But there’s also an understanding that we need to grow the environment, so as you grow agriculture you obviously need to bring in young farmers and to create partnerships where they need to get help. So, in general willingness and goodwill to make sure that we can transform agriculture, and that was a very positive approach that we’ve had over the last few days.

BDTV: We have had the Agriculture Minister Senzeni Zokwana speaking there as well and talking about the need for every piece of arable land to be used to produce something or to enhance development, but also that more clarity is needed around land reform and land restitution, and that is very much top of the agenda at the moment. Is there concern amongst farmers that they could lose their land?

CV: There is a general concern in terms of historical approaches on land and land that has been bought up. There was a discussion on one of the panel discussions on Monday night referring to over 4,000 farms that have not yet been transferred or have not been utilised in government. Those are some of the approaches where the general approach is, we need to look at land and land transformation, it should be a holistic approach in terms of making sure that whatever arable land there is, we need to use that. Those pieces of land should be put back into production and, generally, also when you look at land you should also look at it longer term in terms of food security and how you bring that food security from a 50-to 60-year point of view, back to the utilisation of current land developed today.

BDTV: Talk us through empowerment in the sector because, of course, for land to go on to become commercially viable, skills development has to happen in tandem. So what’s happening on that front, bringing more of the emerging black farming-class into the fray?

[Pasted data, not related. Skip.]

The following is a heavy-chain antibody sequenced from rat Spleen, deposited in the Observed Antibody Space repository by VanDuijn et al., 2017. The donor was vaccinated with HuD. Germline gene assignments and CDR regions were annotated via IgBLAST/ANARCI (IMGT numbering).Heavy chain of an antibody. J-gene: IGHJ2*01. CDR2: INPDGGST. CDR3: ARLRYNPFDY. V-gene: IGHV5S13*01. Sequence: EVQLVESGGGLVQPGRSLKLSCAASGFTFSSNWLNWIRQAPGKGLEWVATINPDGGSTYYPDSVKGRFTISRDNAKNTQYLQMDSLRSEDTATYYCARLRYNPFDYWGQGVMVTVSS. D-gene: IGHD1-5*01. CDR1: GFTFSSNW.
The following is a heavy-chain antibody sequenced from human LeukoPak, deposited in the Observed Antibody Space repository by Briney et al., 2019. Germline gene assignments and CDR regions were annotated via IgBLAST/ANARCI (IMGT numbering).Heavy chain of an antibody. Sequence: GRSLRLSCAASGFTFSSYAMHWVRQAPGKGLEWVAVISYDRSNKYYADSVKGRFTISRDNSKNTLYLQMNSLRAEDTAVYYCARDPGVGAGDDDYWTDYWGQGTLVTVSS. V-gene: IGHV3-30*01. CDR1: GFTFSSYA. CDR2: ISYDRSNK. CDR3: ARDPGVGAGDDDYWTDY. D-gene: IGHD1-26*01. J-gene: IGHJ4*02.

CV: There are actually a couple of ... there are many actions in terms of approaches from different companies. From AFGRI, I speak of our own approach where we support farmers, individual farmers, but also farms in the inland community. So our approach is to say that you have farmers in communities from which you can tap all those farmers with yield increase and usability of land, then you can actually create a sustainable ... sustainable economic activity within that community. So there are actually a lot of operations that are looking at that.

But the discussions today was around how to bring together all those different options from different parties, and even the Land Bank who have shown that their approaches have been very successful where they’ve tied in commercial farmers with young farmers and have had success with that over many years. That is a model we’ve seen working, is that you may have a neighbour that is a commercial farmer at this point in time helping an upcoming farmer ... and the success built through that is actually quite amazing.

BDTV: Of course, those discussions continue for another two days as Nampo does continue until Friday.